Americans with Disabilities (ADA)

The sci-fi film Minority Report envisions the year 2054, when the U.S. government uses predictive foreknowledge of “precogs” to apprehend criminals before their crimes are ever committed, thereby reducing future harm. More than 15 years after the popular film was made, the Seventh Circuit’s decision in Shell v. Burlington Northern Santa Fe Railway Company arrives at a similar result. The Shell court held that employers do not violate the ADA when they use current predictors of future disabilities, such as obesity, to reject candidates for employment, thereby reducing future costs. This ground-breaking opinion opens the door for employer use of predictive tools such as genetic testing and AI algorithms to discern which applicants or employees are most likely to develop future (costly) disabilities, and exclude them from the workforce before disabilities arise, and before legally protected status attaches. In other words, the opinion allows employers to exclude someone based on a status of “likely to develop a future disability,” without violating the ADA, because the individual does not currently have the status of “disabled.”

Continue Reading The future is now: Employer use of present-day medical information to predict future disabilities does not violate the ADA

On Tuesday August 15, the U.S. Court of Appeals for the Third Circuit affirmed the dismissal of a claim for disability discrimination, where the plaintiff was deemed psychologically unfit for duty and subsequently had his employment terminated. The Third Circuit’s decision provides guidance for employers regarding the extent of their obligations to accommodate employees under the Americans with Disabilities Act (“ADA”).

In McNelis v. Pennsylvania Power & Light Co., No. 16-3883 (3d Cir., Aug. 15, 2017), the plaintiff, an armed security guard for a nuclear power plant, sued his former employer for disability discrimination following his termination.  McNelis had experienced mental health problems, including extreme paranoia.  His behavior prompted a fitness-for-duty evaluation by an independent psychologist, which was required under PPL policy, as well as under regulations promulgated by the Nuclear Regulatory Commission.  The psychologist determined that McNelis was unfit for duty, and his employment was terminated shortly thereafter.
Continue Reading Third Circuit Finds No ADA Violation Where Employee Deemed Unfit for Duty

Julia Fradkin contributed to the content of this post.

The latest edition of the Diagnostic and Statistical Manual of Mental Disorders (DSM-5) hit the shelves of doctors’ offices and has created additional headaches for employers already struggling with accommodating claimed mental disabilities. The DSM-5 is the standard classification of mental disorders used by mental health professionals and is the single most important guide in diagnosing mental disorders. The newest edition replaces the DSM-IV, in operation for almost two decades, and it supposedly “better characterize symptoms and behaviors of groups of people who are currently seeking clinical help but whose symptoms are not well defined by DSM-IV.”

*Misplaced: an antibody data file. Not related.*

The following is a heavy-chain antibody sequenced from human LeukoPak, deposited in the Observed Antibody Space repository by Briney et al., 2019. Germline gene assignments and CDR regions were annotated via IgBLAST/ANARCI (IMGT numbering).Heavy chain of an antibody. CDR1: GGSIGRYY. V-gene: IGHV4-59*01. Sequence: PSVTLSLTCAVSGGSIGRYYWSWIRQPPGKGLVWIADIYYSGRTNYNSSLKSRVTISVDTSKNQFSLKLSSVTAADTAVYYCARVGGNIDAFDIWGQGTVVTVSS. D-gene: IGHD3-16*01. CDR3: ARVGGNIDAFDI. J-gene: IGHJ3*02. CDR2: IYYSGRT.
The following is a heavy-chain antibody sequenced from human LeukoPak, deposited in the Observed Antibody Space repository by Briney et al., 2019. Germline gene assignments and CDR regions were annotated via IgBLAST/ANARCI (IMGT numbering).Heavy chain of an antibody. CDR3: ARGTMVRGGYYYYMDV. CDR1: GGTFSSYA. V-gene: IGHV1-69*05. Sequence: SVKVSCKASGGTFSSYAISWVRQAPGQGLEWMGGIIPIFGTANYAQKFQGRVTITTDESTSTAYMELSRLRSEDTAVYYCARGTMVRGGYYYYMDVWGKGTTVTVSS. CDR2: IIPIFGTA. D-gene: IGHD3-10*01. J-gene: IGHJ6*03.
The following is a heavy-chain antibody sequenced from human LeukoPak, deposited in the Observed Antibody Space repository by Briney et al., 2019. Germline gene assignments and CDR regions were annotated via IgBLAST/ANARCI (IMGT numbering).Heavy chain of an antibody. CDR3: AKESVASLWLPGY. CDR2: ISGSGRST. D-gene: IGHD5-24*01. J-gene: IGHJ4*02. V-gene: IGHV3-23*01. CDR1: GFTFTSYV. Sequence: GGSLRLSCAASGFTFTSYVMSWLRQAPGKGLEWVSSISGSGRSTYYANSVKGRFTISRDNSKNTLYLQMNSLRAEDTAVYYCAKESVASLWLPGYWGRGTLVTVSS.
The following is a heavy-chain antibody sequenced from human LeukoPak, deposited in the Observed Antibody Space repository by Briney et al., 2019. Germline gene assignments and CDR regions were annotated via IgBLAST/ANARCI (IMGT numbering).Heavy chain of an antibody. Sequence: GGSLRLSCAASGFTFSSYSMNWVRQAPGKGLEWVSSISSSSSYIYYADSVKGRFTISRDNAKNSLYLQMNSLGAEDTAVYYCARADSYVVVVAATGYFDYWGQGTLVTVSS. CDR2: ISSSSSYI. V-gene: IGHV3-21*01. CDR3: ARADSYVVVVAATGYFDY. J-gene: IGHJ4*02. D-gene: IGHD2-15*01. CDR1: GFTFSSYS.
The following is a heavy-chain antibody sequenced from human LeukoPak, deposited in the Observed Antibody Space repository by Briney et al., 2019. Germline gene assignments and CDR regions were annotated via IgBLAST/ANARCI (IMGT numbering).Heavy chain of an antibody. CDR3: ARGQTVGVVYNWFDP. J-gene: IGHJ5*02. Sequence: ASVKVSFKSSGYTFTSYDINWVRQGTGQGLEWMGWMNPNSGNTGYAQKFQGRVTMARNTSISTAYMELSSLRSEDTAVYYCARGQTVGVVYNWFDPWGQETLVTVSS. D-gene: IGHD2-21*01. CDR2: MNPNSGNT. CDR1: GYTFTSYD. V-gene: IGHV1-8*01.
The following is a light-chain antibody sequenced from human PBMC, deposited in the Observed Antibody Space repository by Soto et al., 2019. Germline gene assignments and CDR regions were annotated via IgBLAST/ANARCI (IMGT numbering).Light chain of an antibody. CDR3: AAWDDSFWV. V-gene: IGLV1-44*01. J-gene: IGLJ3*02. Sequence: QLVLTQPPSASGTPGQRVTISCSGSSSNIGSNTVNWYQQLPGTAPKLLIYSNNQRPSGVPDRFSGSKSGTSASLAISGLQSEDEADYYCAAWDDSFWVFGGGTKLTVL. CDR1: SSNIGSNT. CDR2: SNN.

Continue Reading ‘New’ Mental Disorders To Spark Increased ADA Accommodation Requests

On March 15, 2011, the U.S. Department of Justice’s amended Final Rule substantially revising and expanding the regulations implementing the Americans with Disabilities Act will become effective. Compliance, however, is not mandated until March 15, 2012. Among other substantive changes, the amended regulations adopt the 2010 ADA Standards for Accessible Design, which implement new accessibility guidelines for government facilities and commercial places of public accommodation. In addition, the amended regulations address numerous accessibility issues, including selling and issuing tickets to individuals with disabilities; accommodating service animals, wheelchairs and other power-driven mobility devices; providing auxiliary communication aids; and making reservations in places of lodging.

Continue Reading Revised ADA Regulations to Take Effect March 15, 2011 in the United States

On January 10, 2011, employers will become subject to new regulations issued by the U.S. Equal Employment Opportunity Commission (“EEOC”) that interpret the Genetic Information Nondiscrimination Act of 2008 (“GINA”). Employers must now comply with GINA’s tough restrictions on the acquisition, use, and disclosure of genetic information about applicants, employees, former employees, and all such individuals’ family members. In particular, employers must take affirmative steps to avoid receiving genetic information about applicants, employees, or any of their family members.

The following addresses some key questions about how the new EEOC regulations will affect employers.

Continue Reading New EEOC Rules Require U.S. Employers To Revise Procedures for Acquiring and Using Medical Information

Acting swiftly on one of his campaign promises, President Obama today signed the Lilly Ledbetter Fair Pay Act (S. 181). The new law will increase the number of pay discrimination claims, make them much more difficult to defend, and force employers to retain records relating to compensation decisions far longer than they have in the past. In